# In-“creasing” Exomoon Candidates Through Folding

Author: David Kipping

First author’s institution: Dept. of Astronomy, Columbia University

Status: Published in Monthly Notices of the Royal Astronomical Society [closed access]

We know that most planets in the Solar System have moons – all except Mercury and Venus – so it seems to follow that exoplanets would have them as well. However, current exoplanet detection methods limit our ability to see these “exomoons”: despite there being over 4,500 confirmed exoplanets, there are only a handful of exomoon candidates, and no confirmations. Astronomers have proposed a few methods to detect exomoons, including potential direct imaging with JWST, and looking for small variations within transit lightcurves.  Today’s author explains how one can utilize an altered version of a common method of folding transit lightcurves to find these currently not-so-common signals.

Lightcurves: Folded Up-and-Down or Sideways?

A common method for analyzing exoplanet transit and variable star lightcurves is phase folding. To phase fold a lightcurve, you first estimate a period for the signal through various methods such as periodograms, or by direct calculation (if you have enough information about the system). Then you can divide the time of each data point by the period to get their phase, essentially how far into a periodic cycle the data point is, where a phase of 0.5 represents half a cycle, 1 represents one full cycle, 2 represents two full cycles, etc. Folding the lightcurve allows you to see trends in the data more easily, without really losing any of the other information found within. Figure 1 below shows an example of a lightcurve before and after phase folding, and you can see how the folding transforms it from a jumbled mess to a clear signal.

Instructions for Making an Exomoon

So, how can we use this folding technique to pick out an exomoon signal? According to the author, transit timing variations (TTVs) in the lightcurve – slight differences in the transit center due to gravitational effects on the planetary system, in this case the gravitational effects of the satellite exomoon on the planet – can be utilized to search for exomoons if the main transit signal is first removed. The steps are as follows:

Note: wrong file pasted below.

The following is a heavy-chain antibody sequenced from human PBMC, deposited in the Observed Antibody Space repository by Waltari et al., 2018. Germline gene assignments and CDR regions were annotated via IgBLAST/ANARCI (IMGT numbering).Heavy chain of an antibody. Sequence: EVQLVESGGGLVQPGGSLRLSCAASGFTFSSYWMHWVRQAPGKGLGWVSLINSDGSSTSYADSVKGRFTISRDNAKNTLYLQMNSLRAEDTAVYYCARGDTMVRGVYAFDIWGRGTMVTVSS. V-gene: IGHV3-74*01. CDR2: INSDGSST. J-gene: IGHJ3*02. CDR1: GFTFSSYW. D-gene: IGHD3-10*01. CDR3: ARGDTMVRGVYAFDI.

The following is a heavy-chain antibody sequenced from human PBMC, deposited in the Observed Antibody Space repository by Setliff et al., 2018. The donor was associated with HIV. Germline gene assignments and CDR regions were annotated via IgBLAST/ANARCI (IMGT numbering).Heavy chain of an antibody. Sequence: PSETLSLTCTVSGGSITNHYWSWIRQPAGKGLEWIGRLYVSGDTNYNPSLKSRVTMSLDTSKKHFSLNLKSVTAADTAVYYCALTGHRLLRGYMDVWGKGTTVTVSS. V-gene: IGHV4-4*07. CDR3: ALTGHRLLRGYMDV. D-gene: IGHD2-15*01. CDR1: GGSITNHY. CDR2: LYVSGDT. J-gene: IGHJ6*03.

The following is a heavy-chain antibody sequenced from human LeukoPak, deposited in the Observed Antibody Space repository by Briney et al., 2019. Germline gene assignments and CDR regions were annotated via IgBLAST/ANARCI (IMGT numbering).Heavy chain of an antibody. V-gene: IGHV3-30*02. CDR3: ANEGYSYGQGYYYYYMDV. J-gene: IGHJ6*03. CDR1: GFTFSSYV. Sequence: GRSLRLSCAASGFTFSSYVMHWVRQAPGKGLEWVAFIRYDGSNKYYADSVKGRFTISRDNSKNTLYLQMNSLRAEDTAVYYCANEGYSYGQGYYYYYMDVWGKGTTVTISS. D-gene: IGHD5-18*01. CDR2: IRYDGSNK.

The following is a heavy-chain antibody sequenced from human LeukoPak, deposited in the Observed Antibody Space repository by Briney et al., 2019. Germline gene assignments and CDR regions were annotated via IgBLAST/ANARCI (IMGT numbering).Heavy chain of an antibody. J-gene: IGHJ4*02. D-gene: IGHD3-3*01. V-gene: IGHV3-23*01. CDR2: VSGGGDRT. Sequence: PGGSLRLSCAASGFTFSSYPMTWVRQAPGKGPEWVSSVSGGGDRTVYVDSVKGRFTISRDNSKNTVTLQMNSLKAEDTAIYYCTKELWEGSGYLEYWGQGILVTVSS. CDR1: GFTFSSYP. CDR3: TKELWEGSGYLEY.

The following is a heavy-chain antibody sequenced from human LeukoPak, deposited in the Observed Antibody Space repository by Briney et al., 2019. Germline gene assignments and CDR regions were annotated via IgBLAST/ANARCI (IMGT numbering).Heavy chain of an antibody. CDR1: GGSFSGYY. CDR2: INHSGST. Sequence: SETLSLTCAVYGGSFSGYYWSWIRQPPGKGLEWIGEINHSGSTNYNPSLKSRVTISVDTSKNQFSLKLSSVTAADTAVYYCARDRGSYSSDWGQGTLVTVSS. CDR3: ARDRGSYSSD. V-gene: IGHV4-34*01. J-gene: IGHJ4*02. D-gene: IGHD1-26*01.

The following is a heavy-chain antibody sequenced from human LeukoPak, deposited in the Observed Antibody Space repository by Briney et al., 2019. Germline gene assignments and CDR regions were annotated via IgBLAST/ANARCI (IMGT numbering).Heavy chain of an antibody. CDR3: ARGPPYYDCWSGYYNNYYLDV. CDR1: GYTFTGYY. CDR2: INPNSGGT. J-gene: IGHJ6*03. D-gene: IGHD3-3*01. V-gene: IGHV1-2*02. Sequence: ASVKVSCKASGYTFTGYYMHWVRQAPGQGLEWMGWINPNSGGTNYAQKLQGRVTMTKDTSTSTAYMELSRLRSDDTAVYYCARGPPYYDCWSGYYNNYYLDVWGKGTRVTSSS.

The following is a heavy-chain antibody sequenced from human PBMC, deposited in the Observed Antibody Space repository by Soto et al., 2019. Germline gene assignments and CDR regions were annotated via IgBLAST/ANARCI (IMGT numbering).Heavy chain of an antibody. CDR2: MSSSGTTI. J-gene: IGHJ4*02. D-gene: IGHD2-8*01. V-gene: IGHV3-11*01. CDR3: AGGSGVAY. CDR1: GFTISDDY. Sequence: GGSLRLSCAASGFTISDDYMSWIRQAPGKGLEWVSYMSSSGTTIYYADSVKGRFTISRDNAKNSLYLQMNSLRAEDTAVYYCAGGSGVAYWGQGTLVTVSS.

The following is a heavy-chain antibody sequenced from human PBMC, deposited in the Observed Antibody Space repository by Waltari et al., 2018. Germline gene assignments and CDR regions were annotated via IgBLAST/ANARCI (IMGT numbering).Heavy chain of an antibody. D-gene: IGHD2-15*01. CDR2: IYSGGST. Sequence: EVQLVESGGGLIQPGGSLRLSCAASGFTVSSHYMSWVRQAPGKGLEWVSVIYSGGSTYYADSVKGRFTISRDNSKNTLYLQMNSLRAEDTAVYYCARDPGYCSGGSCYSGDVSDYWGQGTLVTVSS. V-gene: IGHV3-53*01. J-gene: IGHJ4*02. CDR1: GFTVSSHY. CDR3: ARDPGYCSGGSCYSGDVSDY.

1. Determine the time and shape of the transit and lower and upper limits for the first and fourth contact, respectively, then cut everything between those times out of the lightcurve.
2. Perform a grid search for the mass ratio between the moon and planet and guess a transit midpoint using a relationship between timing variations, where $\text{TTV effects on the moon} = -\frac{\text{TTV effects on the planet}} {\text{mass ratio}}$ (Eq. 6 in the paper). Then calculate the moon’s first and fourth contact.
3. Find the in-transit and out-of-transit points for the exomoon, combine, calculate a period, and fold.

The author demonstrates his method by a series of 24 synthetic systems (shown in Figure 2) and by analyzing Kepler-973b. In the synthetic systems, he finds that the moon folding method returns the moon signal up to 80% of the time, though the reliability decreases as the inclination of the moon’s orbit increases. In the case of Kepler-973b, he finds that the method could recover an exomoon signal down to an orbital radius of about 15 times the planet’s radius. However, when he works backwards from the mass ratio and estimated planetary radius, he finds that if Kepler-973b’s TTVs were caused by a single moon, it would be too small to be observed. Though it is ultimately a “failed” example, it demonstrates that the method is workable on real data.

There are several caveats to this method. Namely: it assumes that the exomoon will have a similar transit duration to the planet, it requires the exoplanet to have a TTV signal, and it is only effective for exomoons on long orbits around their planets since the signal of the moon can otherwise be blended with the transit. However, if proven effective, the method could help us finally confirm at least a subset of exomoons around giant planets.

Astrobite edited by Ishan Mishra.

Cover ImageNASA, ESA, and L. Hustak (STScI).

#### About Ali Crisp

I'm a fourth year grad student at Louisiana State University. I study hot Jupiter exoplanets in the Galactic Bulge. I am originally from Tennessee and attended undergrad at Christian Brothers University, where I studied physics and history. In my "free time," I enjoy cooking, hiking, and photography.